Have you ever wished if you were a good singer? Some people believe that it's a natural ability that one can never acquire by practice (like my wife who's a natural-born good singer and looks down on me in that regard). I disagree with her, but I admit that I'm not a good singer and failed to improve my singing over my entire life so far. Instead, I decided to get some help from AI to improve my singing.


My group SAIGE recently developed a deep learning system called "Deep Autotuner," which takes an out-of-tune singing voice as its input and spits out an estimated in-tune version. How does it know how much a sung melody is out of tune? Well, as we humans can catch it even for the songs that have never been known to the listener, I suspect that it is based on a comparison between the main melody and the accompaniment. If the singing voice (or any other instrument) is off from the harmony, human brains are trained to recognize the mismatch as dissonance. Therefore, our deep learning system is trained to map an out-of-tune singing voice signal and its accompaniment signal to the in-tune version (i.e. the amount of pitch shift).


We were very excited in the beginning, because it's a cool idea--a fully data-driven approach to autotuning, a true AUTOtuning system! However, it turned out that it is not easy to achieve a good performance due to the lack of data. We basically need a very good singing-voice performance as the target of the network as well as its out-of-tune version to simulate user's singing. Luckily for us, Smule, Inc. became interested in this problem, and kindly provided us with their data and advice during Sanna's internship there.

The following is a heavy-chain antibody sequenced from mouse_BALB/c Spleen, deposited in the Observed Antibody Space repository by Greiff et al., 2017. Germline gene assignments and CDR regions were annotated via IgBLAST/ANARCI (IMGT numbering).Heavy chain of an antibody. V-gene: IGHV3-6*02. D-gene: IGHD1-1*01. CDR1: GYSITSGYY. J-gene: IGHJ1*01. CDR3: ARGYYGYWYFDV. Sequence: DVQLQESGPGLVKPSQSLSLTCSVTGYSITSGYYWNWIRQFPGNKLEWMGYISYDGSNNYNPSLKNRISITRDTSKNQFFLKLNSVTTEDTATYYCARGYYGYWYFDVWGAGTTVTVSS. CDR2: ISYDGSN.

Smule's Intonation dataset includes 4702 quality singing voice tracks by 3556 unique singers accompanied by 474 unique arrangements. Having them as the target, we came up with an artificially corrupted version of each of them, by detuning the original singing voice off by up to one semitone, as the simulated input to the system. A CNN+GRU network architecture working on CQT was adopted. Below are the pitch contours over frames.


Check out the green curve, the deep autotuned pitch correction, is closer to the original pitch contour (black line) than the out-of-tune singing (red).


Please check out the audio demo below. It's still a bit robotic and noisy mainly due to the phase synthesis part, but we can feel that the deep autotuner is up and running!


    Example 1

    • Input out-of-tune singing
    • Deep autotuned singing
    • Target singing (ground-truth)

    Example 2

    • Input out-of-tune singing
    • Deep autotuned singing
    • Target singing (ground-truth)

    Example 3

    • Input out-of-tune singing
    • Deep autotuned singing
    • Target singing (ground-truth)

Reference

Check out our paper about this:
Sanna Wager, George Tzanetakis, Cheng-i Wang, Lijiang Guo, Aswin Sivaraman, and Minje Kim, "Deep autotuner: A data-driven approach to natural-sounding pitch correction for singing voice in karaoke performances," [arXiv:1902.00956v1]

The Intonation dataset:
Sanna Wager, George Tzanetakis, Stefan Sullivan, Cheng-i Wang, John Shimmin, Minje Kim, Perry Cook, "Intonation: A Dataset of Quality Vocal Performances Refined by Spectral Clustering on Pitch Congruence," in Proceedings of the IEEE International Conference on Acoustics, Speech, and Signal Processing (ICASSP), Brighton, UK, May 12-17, 2019. [pdf]